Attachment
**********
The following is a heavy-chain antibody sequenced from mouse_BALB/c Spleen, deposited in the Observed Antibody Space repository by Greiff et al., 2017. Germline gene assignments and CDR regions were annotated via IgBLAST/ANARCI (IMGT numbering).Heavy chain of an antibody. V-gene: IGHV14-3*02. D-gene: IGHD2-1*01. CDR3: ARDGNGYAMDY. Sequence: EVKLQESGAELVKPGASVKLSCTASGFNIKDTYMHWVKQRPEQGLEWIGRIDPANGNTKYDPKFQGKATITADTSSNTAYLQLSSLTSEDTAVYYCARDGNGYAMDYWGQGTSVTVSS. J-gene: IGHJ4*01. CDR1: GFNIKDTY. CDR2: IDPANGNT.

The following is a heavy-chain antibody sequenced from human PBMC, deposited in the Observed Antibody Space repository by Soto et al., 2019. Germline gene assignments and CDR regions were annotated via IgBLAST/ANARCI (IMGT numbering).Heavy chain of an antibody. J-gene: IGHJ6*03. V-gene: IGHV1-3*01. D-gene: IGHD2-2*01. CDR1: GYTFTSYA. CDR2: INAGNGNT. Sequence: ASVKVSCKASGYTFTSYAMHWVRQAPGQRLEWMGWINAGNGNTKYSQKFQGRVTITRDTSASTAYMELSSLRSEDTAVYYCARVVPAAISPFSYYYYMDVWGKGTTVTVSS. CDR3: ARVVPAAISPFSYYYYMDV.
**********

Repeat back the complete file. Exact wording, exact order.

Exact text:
The following is a heavy-chain antibody sequenced from mouse_BALB/c Spleen, deposited in the Observed Antibody Space repository by Greiff et al., 2017. Germline gene assignments and CDR regions were annotated via IgBLAST/ANARCI (IMGT numbering).Heavy chain of an antibody. V-gene: IGHV14-3*02. D-gene: IGHD2-1*01. CDR3: ARDGNGYAMDY. Sequence: EVKLQESGAELVKPGASVKLSCTASGFNIKDTYMHWVKQRPEQGLEWIGRIDPANGNTKYDPKFQGKATITADTSSNTAYLQLSSLTSEDTAVYYCARDGNGYAMDYWGQGTSVTVSS. J-gene: IGHJ4*01. CDR1: GFNIKDTY. CDR2: IDPANGNT.

The following is a heavy-chain antibody sequenced from human PBMC, deposited in the Observed Antibody Space repository by Soto et al., 2019. Germline gene assignments and CDR regions were annotated via IgBLAST/ANARCI (IMGT numbering).Heavy chain of an antibody. J-gene: IGHJ6*03. V-gene: IGHV1-3*01. D-gene: IGHD2-2*01. CDR1: GYTFTSYA. CDR2: INAGNGNT. Sequence: ASVKVSCKASGYTFTSYAMHWVRQAPGQRLEWMGWINAGNGNTKYSQKFQGRVTITRDTSASTAYMELSSLRSEDTAVYYCARVVPAAISPFSYYYYMDVWGKGTTVTVSS. CDR3: ARVVPAAISPFSYYYYMDV.